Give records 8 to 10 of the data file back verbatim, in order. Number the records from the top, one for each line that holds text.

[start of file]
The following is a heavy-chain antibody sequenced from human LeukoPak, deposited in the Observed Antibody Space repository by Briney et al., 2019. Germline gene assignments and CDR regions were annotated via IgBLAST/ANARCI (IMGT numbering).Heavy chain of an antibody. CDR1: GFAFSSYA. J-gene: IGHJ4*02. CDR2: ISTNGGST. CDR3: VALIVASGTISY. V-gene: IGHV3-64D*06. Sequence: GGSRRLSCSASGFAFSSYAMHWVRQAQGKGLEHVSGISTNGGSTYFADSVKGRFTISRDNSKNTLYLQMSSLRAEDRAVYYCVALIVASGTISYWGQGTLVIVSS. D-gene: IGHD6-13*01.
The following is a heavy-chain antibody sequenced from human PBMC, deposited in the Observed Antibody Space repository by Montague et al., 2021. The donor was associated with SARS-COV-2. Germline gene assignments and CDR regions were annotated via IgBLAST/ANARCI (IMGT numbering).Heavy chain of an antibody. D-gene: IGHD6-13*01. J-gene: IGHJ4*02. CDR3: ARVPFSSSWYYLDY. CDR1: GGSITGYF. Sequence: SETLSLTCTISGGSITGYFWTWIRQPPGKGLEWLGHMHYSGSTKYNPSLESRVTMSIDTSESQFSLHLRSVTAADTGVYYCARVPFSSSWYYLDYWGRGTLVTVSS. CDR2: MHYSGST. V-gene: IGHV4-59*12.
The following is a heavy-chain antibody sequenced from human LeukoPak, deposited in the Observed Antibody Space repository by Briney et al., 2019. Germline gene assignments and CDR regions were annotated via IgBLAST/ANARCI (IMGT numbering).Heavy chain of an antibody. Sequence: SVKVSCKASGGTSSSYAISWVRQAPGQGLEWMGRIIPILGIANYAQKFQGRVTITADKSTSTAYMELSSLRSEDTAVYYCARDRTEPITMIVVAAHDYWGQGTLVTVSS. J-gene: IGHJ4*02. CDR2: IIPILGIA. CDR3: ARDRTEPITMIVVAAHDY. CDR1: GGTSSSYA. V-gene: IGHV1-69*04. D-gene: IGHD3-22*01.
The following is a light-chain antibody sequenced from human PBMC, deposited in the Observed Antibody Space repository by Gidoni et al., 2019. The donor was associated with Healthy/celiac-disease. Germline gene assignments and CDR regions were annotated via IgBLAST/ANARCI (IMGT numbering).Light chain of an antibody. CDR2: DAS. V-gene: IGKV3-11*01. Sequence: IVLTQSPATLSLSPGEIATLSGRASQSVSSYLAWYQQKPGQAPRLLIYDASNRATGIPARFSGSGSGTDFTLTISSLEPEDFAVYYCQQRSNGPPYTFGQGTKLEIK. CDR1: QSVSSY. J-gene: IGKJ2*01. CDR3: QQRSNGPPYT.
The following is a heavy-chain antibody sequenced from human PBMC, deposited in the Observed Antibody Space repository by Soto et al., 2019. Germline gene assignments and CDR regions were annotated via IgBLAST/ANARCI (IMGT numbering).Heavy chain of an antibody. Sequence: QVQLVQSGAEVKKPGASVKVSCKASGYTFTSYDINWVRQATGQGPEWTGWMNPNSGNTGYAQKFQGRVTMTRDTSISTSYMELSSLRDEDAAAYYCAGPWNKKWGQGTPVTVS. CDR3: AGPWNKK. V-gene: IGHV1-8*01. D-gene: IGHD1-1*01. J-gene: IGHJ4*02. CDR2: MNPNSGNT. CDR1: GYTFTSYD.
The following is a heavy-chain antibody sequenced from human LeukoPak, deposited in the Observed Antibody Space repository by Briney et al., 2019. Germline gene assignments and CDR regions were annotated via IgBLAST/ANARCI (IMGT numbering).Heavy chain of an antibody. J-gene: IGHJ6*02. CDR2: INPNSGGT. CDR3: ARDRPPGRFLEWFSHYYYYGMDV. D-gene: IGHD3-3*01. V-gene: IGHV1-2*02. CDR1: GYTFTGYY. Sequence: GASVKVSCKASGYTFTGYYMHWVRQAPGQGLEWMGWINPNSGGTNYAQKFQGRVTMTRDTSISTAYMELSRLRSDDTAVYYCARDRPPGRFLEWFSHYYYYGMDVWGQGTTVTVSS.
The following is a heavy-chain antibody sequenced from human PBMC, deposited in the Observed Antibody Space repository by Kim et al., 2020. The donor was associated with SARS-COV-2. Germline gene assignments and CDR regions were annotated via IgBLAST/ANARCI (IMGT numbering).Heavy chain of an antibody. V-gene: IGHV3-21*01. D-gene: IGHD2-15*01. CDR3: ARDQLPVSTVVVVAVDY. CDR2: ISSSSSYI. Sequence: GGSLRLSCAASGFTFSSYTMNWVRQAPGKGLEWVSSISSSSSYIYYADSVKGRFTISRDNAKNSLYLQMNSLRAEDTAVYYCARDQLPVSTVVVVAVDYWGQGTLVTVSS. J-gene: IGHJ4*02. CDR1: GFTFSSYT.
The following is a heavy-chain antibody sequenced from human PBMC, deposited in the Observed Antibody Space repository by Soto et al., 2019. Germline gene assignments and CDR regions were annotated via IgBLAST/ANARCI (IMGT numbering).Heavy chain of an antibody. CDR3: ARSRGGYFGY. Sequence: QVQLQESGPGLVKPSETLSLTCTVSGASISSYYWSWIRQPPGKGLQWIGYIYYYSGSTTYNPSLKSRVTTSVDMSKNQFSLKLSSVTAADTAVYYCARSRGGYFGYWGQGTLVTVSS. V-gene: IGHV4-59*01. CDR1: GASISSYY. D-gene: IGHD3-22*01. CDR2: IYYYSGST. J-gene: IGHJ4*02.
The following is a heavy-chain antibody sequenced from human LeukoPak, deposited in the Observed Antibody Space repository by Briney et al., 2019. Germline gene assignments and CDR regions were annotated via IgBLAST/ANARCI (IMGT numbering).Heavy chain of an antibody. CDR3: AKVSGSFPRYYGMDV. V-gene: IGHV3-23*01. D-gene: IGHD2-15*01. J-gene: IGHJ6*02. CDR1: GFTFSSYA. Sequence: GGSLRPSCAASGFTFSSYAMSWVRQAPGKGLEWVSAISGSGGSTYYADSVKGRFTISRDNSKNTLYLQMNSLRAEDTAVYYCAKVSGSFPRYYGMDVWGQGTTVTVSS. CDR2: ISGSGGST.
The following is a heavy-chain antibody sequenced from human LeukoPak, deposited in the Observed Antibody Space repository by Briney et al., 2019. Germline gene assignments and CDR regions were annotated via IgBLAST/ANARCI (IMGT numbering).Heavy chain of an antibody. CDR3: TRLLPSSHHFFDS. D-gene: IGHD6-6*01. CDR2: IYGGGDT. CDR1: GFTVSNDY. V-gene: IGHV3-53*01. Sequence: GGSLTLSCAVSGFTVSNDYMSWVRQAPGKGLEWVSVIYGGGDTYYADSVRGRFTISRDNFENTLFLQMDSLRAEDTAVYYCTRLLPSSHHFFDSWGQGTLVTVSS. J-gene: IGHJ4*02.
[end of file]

The following is a heavy-chain antibody sequenced from human PBMC, deposited in the Observed Antibody Space repository by Soto et al., 2019. Germline gene assignments and CDR regions were annotated via IgBLAST/ANARCI (IMGT numbering).Heavy chain of an antibody. CDR3: ARSRGGYFGY. Sequence: QVQLQESGPGLVKPSETLSLTCTVSGASISSYYWSWIRQPPGKGLQWIGYIYYYSGSTTYNPSLKSRVTTSVDMSKNQFSLKLSSVTAADTAVYYCARSRGGYFGYWGQGTLVTVSS. V-gene: IGHV4-59*01. CDR1: GASISSYY. D-gene: IGHD3-22*01. CDR2: IYYYSGST. J-gene: IGHJ4*02.
The following is a heavy-chain antibody sequenced from human LeukoPak, deposited in the Observed Antibody Space repository by Briney et al., 2019. Germline gene assignments and CDR regions were annotated via IgBLAST/ANARCI (IMGT numbering).Heavy chain of an antibody. CDR3: AKVSGSFPRYYGMDV. V-gene: IGHV3-23*01. D-gene: IGHD2-15*01. J-gene: IGHJ6*02. CDR1: GFTFSSYA. Sequence: GGSLRPSCAASGFTFSSYAMSWVRQAPGKGLEWVSAISGSGGSTYYADSVKGRFTISRDNSKNTLYLQMNSLRAEDTAVYYCAKVSGSFPRYYGMDVWGQGTTVTVSS. CDR2: ISGSGGST.
The following is a heavy-chain antibody sequenced from human LeukoPak, deposited in the Observed Antibody Space repository by Briney et al., 2019. Germline gene assignments and CDR regions were annotated via IgBLAST/ANARCI (IMGT numbering).Heavy chain of an antibody. CDR3: TRLLPSSHHFFDS. D-gene: IGHD6-6*01. CDR2: IYGGGDT. CDR1: GFTVSNDY. V-gene: IGHV3-53*01. Sequence: GGSLTLSCAVSGFTVSNDYMSWVRQAPGKGLEWVSVIYGGGDTYYADSVRGRFTISRDNFENTLFLQMDSLRAEDTAVYYCTRLLPSSHHFFDSWGQGTLVTVSS. J-gene: IGHJ4*02.